Straight to the roll call then, and there’s Celinde Schoenmaker and Andrew Richardson bringing strong voices and plenty of pizzazz to the roles of missionary Sarah Brown and gambler Sky Masterson respectively. Daniel Mays fills every inch of the loveable rogue and clown about town Nathan Detroit, mastering his character’s comedic potential while enthralling us with his songs. Cedric Neal singing Sit Down, You’re Rockin’ the Boat as Nicely-Nicely Johnson is worth the ticket price alone, but this is Marisha Wallace’s show as wife-in-waiting Miss Adelaide. She comes to the production following her show-stealing performance as Ado Annie in Daniel Fish’s critically acclaimed Oklahoma!, and here, front-and-centre, she has us hanging on her every drip-fed word performing the show’s funniest number Adelaide’s Lament, before pumping incredible fervour into showstopping Act Two opener Take Back Your Mink.
Marisha Wallace (Adelaide). Photo: Manuel Harlan
The latter also sees Arlene Phillips’ choreography come into its own, as the Hot Box girls foot-stamp and body-roll through it with gusto. Here, Christie and Deborah Andrews’ glittery two-pieces costumes paired with pink wigs are dazzling, and a welcome, raunchy juxtaposition from the bowler hats and dapper three-piece suits stomping the stage elsewhere.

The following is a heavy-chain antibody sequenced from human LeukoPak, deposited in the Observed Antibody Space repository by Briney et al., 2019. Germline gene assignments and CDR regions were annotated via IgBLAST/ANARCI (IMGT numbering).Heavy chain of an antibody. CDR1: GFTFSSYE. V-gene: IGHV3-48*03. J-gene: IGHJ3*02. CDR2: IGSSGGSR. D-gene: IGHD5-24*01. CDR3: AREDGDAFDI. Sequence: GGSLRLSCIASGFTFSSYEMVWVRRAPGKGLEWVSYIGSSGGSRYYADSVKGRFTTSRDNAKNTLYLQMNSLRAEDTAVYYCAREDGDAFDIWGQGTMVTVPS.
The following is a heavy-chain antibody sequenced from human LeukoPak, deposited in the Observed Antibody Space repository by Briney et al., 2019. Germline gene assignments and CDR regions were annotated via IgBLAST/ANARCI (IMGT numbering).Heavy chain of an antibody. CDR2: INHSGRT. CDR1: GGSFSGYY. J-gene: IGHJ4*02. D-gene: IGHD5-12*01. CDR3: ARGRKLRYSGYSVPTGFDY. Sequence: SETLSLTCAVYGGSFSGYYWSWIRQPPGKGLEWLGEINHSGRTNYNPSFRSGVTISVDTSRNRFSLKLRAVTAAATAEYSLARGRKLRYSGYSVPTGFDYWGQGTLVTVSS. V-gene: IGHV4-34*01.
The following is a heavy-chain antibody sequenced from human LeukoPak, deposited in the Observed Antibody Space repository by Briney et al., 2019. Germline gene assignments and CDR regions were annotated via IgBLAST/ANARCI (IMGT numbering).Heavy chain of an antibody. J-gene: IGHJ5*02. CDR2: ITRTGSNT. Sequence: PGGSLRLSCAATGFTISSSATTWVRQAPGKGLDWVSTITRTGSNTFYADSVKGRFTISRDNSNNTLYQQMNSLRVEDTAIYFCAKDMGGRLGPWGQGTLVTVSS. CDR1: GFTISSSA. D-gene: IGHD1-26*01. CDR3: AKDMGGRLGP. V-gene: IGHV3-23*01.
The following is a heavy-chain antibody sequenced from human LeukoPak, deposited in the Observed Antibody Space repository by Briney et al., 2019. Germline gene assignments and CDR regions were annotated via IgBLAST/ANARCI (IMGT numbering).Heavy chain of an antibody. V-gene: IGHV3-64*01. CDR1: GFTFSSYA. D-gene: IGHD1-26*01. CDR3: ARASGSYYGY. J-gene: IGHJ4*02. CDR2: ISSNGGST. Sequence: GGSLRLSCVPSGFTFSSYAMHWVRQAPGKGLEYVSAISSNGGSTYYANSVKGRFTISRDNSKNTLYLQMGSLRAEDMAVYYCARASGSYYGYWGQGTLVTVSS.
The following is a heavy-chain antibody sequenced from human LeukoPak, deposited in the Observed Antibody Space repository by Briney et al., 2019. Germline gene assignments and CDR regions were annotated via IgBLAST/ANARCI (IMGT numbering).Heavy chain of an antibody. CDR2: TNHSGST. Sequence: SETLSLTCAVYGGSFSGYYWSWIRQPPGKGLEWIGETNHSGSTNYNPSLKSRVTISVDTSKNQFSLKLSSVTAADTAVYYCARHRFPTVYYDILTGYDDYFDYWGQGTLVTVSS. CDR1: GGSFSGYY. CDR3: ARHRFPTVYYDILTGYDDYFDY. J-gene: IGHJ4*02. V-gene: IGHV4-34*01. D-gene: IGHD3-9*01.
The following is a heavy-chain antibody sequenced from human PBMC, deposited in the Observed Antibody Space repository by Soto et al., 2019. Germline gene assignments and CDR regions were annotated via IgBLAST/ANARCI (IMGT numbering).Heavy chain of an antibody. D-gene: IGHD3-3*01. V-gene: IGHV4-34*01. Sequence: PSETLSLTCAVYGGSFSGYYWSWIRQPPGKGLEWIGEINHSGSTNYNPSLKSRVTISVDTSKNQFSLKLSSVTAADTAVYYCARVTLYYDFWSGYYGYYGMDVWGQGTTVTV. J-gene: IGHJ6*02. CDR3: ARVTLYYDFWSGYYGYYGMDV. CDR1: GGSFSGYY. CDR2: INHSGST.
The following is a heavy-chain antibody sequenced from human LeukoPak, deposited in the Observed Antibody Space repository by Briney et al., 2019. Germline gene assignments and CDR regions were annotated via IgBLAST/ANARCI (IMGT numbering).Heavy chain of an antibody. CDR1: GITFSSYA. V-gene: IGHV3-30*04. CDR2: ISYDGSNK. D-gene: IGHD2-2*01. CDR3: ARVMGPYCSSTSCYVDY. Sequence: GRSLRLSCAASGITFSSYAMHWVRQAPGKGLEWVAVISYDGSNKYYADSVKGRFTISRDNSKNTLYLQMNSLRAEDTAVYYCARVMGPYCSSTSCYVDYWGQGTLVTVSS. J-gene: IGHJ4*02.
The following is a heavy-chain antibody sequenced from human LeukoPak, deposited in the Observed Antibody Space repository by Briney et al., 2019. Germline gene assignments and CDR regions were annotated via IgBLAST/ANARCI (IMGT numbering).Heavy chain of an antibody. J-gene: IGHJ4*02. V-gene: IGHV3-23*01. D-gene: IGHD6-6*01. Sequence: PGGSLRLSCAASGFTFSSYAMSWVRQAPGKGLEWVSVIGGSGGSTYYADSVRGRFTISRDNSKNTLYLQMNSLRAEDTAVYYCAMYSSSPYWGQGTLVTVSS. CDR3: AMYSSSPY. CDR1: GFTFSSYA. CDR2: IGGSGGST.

A special mention must go to the stagehands who, dressed as police, promptly but politely marshal those of us with immersive, standing tickets (for you can also watch it seated, in-the-round) between rising and falling platforms of the fragmented stage. It’s a slick operation that brings the audience as close as possible to the performers – quite the treat, given the calibre on stage – without putting them, or us, at risk.
Daniel Mays (Nathan Detroit) and Andrew Richardson (Sky Masterson). Photo: Manuel Harlan
‘Where is the orchestra?’ you might wonder. You’ll spot their purple, glittery manuscripts shimmering out from the circle – another refreshingly unconventional element to Hytner's staging.
Guys and Dolls could be described as an entry-level musical with its simple will-they-won’t-they love stories, softie criminals and ability to wrap matters up a little too neatly. In dressing it up extravagantly and making its staging the main event, Hytner makes this Golden Age show feel thrilling and immediate.
‘You can’t help who you fall for’ is the unspoken motto underlying the story of Guys and Dolls. You probably won’t be able to help falling for this production either, because it’s immersive theatre at its best.
|What||Guys and Dolls, Bridge Theatre review|
|Where||Bridge Theatre, 3 Potters Fields Park, London, SE1 2SG | MAP|
|Nearest tube||London Bridge (underground)|
27 Feb 23 – 02 Sep 23, 7:30 PM – 10:00 PM
|Price||£15 - £125|
|Website||Click here for more information and to book|